In Configuration Manager 2012, a boundary is a network location that can contain one or more devices that you want to manage. Boundaries can be an IP subnet, Active Directory site name, IPv6 Prefix, or an IP address range, and it can include any combination of these elements. To use a boundary you must add the boundary to one or more boundary groups. Boundary groups are collections of boundaries and they allow clients to find an assigned site and to locate content when they need to install software, such as applications, software updates, and operating system images.
What’s New in Configuration Manager 2012
In Configuration Manager 2012, boundaries are no longer site-specific. Instead, you define them one time only for the hierarchy and they are available for all sites in the hierarchy. Each boundary must be a member of a boundary group before a device on that boundary can identify an assigned site or locate content on a distribution point.
Each boundary represents a network location in Configuration Manager 2012 and it is available from every site in your hierarchy. A boundary does not enable you to manage clients at the network location. To manage a client, the boundary must be a member of a boundary group.
Use boundary groups to manage your network locations. You must assign boundaries to boundary groups before you can use the boundary group. Boundary groups have the following functions:
- They enable clients to find a primary site
for client assignment (automatic site assignment).
- They can provide clients with site systems to
access content from when you associate the distribution point and
state migration point site system servers with the boundary
To support site assignment, you must configure the boundary group to specify an assigned site for clients to use during automatic site assignment. To support content location, you must specify one or more distribution points. Both configurations are optional for boundary groups.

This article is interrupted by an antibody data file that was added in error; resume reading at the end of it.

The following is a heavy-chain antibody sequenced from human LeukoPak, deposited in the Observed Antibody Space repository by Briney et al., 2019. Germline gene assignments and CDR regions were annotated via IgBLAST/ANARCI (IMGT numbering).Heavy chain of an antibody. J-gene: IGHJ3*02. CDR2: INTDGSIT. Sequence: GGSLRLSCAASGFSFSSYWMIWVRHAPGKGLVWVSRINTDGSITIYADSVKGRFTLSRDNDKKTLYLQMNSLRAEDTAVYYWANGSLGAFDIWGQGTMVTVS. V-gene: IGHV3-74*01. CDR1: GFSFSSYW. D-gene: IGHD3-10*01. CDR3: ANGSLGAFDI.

When you plan for boundary groups, consider creating one set of boundary groups for content location and a second set of boundary groups for automatic site assignment. This separation can help you to avoid overlapping boundaries for site assignment. When you have overlapping boundaries and use automatic site assignment, the site that a client will assign to is nondeterministic.
You can configure each boundary group with an assigned site for clients. Clients join the assigned site of a boundary group that contains the client’s current network location. When a boundary is added to multiple boundary groups that have different assigned sites, clients will nondeterministically select one of the sites. Configuration Manager 2012 does not support this overlapping boundary configuration for site assignment.
For more information about client site assignment, see About Client Site Assignment in Configuration Manager 2012.
You can associate one or more distribution points with each boundary group. You can also associate a distribution point with multiple boundary groups. When a client requests content for a deployment, Configuration Manager sends the client a list of distribution points that have the content and that are associated with a boundary group that includes the current network location of the client.
Configuration Manager 2012 supports overlapping boundary configurations for content location. When a client requests content and the client network location belongs to multiple boundary groups, Configuration Manager sends the client a list of all distribution points that have the content. This behavior enables the client to select the nearest server from which to download the content.
You can configure the network connection speed of each distribution point in a boundary group. Clients use this value when they connect to the distribution point. By default, the network connection speed is configured as Fast, but it can also be configured as Slow. The network connection speed and the deployment configuration determine whether a client can download content from a distribution point when the client is on an associated boundary.